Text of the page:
We and others have previously shown that coarse PM from a variety of different urban locations causes much more lung inflammation than fine or ultrafine fractions, and these effects have been attributed to numerous components including transition metals, crustal material as well as bioactive components such as LPS [39–41]. Similarly we found that on an equivalent mass basis (100 μg PM exposure), the wildfire coarse PM caused relatively more pulmonary toxicity than coarse PM collected from either traffic- or urban derived PM from North Carolina [30, 32], and the effect was at least, in part, explained by endotoxin levels. Studies from other wildfire events have similarly found that coarse PM derived from wildfires induce larger lung inflammatory responses compared with smaller-sized fractions . Whether the LPS originated from the smoke itself or was associated with differences in meteorological conditions of agricultural practices that varied across the two periods is difficult to discern. While it is clear that coarse PM collected from agricultural areas contain more LPS and is associated with increased toxic and pro-inflammatory effects , it is also known that cigarette smoke which is another example of smoldering combustion of agricultural products also contains significant levels of bacterial endotoxin and may, contribute to smoking-related pulmonary diseases . Furthermore, while forest fires (e.g., California wildfires) are dominated by flaming and higher temperature, which would normally degrade LPS [7, 16], peat fires normally burn at lower temperature and can be pyrolyzed between 200-250°C. It is also worth noting that peat is made up of organic materials partially decomposed by bacteria, fungi, insects, and worms, and when burned, produces massive amount of organic aerosol including endotoxins [17, 43]. While the chemical composition of wildfire PM is variable across forest, grassland, agricultural residue, and peat fires [44, 45], polycyclic aromatic hydrocarbons (PAH) are relatively low in abundance in most wildfire-derived PM, and particularly in relation to emissions from peat fires [14, 38, 46].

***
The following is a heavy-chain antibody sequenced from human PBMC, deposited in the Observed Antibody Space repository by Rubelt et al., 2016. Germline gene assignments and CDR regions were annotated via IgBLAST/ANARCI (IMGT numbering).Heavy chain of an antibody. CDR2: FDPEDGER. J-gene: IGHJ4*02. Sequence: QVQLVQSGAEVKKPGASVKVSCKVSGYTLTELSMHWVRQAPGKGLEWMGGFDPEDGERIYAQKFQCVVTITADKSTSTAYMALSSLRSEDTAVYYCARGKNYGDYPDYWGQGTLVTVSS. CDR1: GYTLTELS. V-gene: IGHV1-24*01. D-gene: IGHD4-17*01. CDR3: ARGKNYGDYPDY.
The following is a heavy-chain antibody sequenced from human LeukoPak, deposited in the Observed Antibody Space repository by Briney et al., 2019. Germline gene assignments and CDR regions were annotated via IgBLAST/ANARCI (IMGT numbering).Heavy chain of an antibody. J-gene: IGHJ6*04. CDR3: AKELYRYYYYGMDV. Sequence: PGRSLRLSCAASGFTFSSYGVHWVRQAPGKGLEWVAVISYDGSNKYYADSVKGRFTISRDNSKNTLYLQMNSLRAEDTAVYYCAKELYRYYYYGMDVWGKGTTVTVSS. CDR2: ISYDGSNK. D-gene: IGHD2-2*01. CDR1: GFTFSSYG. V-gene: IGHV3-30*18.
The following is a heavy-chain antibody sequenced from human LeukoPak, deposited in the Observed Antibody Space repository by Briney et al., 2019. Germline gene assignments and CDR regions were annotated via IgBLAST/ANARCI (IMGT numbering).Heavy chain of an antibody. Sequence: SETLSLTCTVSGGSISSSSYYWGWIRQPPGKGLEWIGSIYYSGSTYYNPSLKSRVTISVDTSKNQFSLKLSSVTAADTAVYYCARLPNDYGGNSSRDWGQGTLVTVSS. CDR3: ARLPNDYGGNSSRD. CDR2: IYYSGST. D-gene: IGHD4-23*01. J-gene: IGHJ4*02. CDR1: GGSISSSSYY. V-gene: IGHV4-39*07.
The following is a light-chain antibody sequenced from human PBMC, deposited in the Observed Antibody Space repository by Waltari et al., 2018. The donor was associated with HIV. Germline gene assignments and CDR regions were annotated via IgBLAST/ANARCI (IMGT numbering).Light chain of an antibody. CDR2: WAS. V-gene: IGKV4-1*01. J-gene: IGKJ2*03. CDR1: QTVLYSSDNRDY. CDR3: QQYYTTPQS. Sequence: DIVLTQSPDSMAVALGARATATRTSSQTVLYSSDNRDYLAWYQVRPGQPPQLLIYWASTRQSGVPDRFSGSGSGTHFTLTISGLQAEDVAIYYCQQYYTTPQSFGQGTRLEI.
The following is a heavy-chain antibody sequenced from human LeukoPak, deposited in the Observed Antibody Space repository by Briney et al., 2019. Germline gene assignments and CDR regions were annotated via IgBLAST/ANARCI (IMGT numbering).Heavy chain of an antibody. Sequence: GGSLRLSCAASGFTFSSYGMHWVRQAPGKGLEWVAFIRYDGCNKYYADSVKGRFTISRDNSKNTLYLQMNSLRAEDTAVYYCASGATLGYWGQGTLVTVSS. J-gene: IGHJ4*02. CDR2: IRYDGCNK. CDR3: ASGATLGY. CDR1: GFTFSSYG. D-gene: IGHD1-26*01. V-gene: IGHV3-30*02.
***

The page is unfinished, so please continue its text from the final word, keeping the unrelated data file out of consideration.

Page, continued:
In addition to the significant association of endotoxin with pulmonary inflammation, we also demonstrated that the observed pulmonary inflammatory effect of wildfire coarse PM increased intracellular ROS production in BALF cells. Although we did not determine which chemicals of the wildfire PM in this study were responsible to induce oxidative stress, the coarse fraction of wildfire PM has been reported to have higher concentrations of carbon-centered radicals that are capable of inducing redox cycling in cells, leading to high oxidative stress [14, 47, 48]. Although both ENCF-1 and −4 coarse PM had a similar organic component fraction (~45%) the ENCF-1 sample induced higher intracellular ROS production suggesting that it had different chemistry and higher concentrations of the carbon-radicals than ENCF-4 coarse PM. In addition to the size-dependent pro-inflammatory responses of wildfire PM, production of pro-inflammatory cytokines and activation of neutrophil recruitment occurred in a time-dependent manner. Airway (or alveolar) epithelial cells, macrophages, fibroblasts, and/or endothelial cells rapidly produce cytokines (e.g., IL-6 and TNF-α) and chemokines (e.g., MIP-2) after exposure to ambient PM which gradually diminishes as inflammatory cell number increases [42, 49–52]. Often macrophage numbers are initially decreased due to their tighter adhesion to the alveolar epithelium and an increased numbers are only seen later in demand for enhanced particle clearance . Here we found no significant changes in macrophage numbers up to 24 h post-exposure, but did observe a pronounced early cytokine response followed by a later influx of neutrophils which is consistent with other findings in studies on wildfire PM exposures [14, 15, 54]. Swiston et al.  reported increased levels of circulating cytokines (e.g., IL-6), and neutrophils (but not macrophages) in the sputum of healthy fire fighters after a day of fire-fighting. In an in vivo study on the toxicology of wildfire PM, Wegesser et al.  demonstrated that concentrations of inflammatory cytokines/chemokines (e.g., TNF-α) in BALF from mice were significantly increased at 6 h post-exposure to wildfire coarse and fine PM, followed by a sharp decrease at 24 h. Exposure of a mouse macrophage cell line (RAW 264.7) to wildfire PM at 24 h increased inflammatory cytokine responses (IL-6, TNF-α and MIP-2) in a dose-dependent manner, and the coarse PM was the most potent stimulator for the cytokine responses .